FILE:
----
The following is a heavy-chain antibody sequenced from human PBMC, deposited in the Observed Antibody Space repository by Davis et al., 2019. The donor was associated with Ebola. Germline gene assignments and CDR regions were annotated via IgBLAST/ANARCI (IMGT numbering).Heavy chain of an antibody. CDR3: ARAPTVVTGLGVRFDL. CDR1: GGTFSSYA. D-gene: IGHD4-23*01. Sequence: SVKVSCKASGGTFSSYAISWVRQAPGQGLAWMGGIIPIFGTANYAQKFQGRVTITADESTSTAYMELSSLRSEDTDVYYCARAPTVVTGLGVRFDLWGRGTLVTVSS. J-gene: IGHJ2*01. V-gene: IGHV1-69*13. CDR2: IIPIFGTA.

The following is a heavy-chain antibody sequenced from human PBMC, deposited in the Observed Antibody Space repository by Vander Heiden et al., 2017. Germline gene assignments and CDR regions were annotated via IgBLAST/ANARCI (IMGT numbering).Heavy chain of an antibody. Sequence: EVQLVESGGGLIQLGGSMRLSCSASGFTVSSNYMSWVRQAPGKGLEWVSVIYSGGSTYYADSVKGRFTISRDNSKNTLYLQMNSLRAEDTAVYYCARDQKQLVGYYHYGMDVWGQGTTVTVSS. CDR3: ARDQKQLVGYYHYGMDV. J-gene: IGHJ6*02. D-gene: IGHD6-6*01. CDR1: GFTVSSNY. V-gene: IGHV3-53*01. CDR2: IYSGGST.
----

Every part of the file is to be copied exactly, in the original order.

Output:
The following is a heavy-chain antibody sequenced from human PBMC, deposited in the Observed Antibody Space repository by Davis et al., 2019. The donor was associated with Ebola. Germline gene assignments and CDR regions were annotated via IgBLAST/ANARCI (IMGT numbering).Heavy chain of an antibody. CDR3: ARAPTVVTGLGVRFDL. CDR1: GGTFSSYA. D-gene: IGHD4-23*01. Sequence: SVKVSCKASGGTFSSYAISWVRQAPGQGLAWMGGIIPIFGTANYAQKFQGRVTITADESTSTAYMELSSLRSEDTDVYYCARAPTVVTGLGVRFDLWGRGTLVTVSS. J-gene: IGHJ2*01. V-gene: IGHV1-69*13. CDR2: IIPIFGTA.

The following is a heavy-chain antibody sequenced from human PBMC, deposited in the Observed Antibody Space repository by Vander Heiden et al., 2017. Germline gene assignments and CDR regions were annotated via IgBLAST/ANARCI (IMGT numbering).Heavy chain of an antibody. Sequence: EVQLVESGGGLIQLGGSMRLSCSASGFTVSSNYMSWVRQAPGKGLEWVSVIYSGGSTYYADSVKGRFTISRDNSKNTLYLQMNSLRAEDTAVYYCARDQKQLVGYYHYGMDVWGQGTTVTVSS. CDR3: ARDQKQLVGYYHYGMDV. J-gene: IGHJ6*02. D-gene: IGHD6-6*01. CDR1: GFTVSSNY. V-gene: IGHV3-53*01. CDR2: IYSGGST.